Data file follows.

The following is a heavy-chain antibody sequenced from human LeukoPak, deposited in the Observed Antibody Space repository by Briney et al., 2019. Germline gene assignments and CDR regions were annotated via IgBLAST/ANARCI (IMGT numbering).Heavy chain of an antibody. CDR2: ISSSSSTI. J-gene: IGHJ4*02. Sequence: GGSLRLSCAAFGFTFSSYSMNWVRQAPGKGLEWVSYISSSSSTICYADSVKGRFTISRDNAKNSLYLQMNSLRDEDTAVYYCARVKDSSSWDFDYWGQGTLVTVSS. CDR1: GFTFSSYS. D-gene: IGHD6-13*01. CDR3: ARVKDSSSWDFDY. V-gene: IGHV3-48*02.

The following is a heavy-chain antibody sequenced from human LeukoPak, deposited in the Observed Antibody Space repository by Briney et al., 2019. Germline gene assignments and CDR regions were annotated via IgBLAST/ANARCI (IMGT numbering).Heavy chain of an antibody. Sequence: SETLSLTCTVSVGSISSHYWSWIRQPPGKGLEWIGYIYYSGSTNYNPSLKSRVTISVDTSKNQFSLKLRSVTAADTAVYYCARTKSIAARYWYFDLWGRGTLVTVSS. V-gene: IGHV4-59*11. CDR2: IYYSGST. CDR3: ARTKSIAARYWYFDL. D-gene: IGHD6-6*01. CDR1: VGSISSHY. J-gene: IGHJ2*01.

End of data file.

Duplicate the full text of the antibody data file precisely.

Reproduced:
The following is a heavy-chain antibody sequenced from human LeukoPak, deposited in the Observed Antibody Space repository by Briney et al., 2019. Germline gene assignments and CDR regions were annotated via IgBLAST/ANARCI (IMGT numbering).Heavy chain of an antibody. CDR2: ISSSSSTI. J-gene: IGHJ4*02. Sequence: GGSLRLSCAAFGFTFSSYSMNWVRQAPGKGLEWVSYISSSSSTICYADSVKGRFTISRDNAKNSLYLQMNSLRDEDTAVYYCARVKDSSSWDFDYWGQGTLVTVSS. CDR1: GFTFSSYS. D-gene: IGHD6-13*01. CDR3: ARVKDSSSWDFDY. V-gene: IGHV3-48*02.

The following is a heavy-chain antibody sequenced from human LeukoPak, deposited in the Observed Antibody Space repository by Briney et al., 2019. Germline gene assignments and CDR regions were annotated via IgBLAST/ANARCI (IMGT numbering).Heavy chain of an antibody. Sequence: SETLSLTCTVSVGSISSHYWSWIRQPPGKGLEWIGYIYYSGSTNYNPSLKSRVTISVDTSKNQFSLKLRSVTAADTAVYYCARTKSIAARYWYFDLWGRGTLVTVSS. V-gene: IGHV4-59*11. CDR2: IYYSGST. CDR3: ARTKSIAARYWYFDL. D-gene: IGHD6-6*01. CDR1: VGSISSHY. J-gene: IGHJ2*01.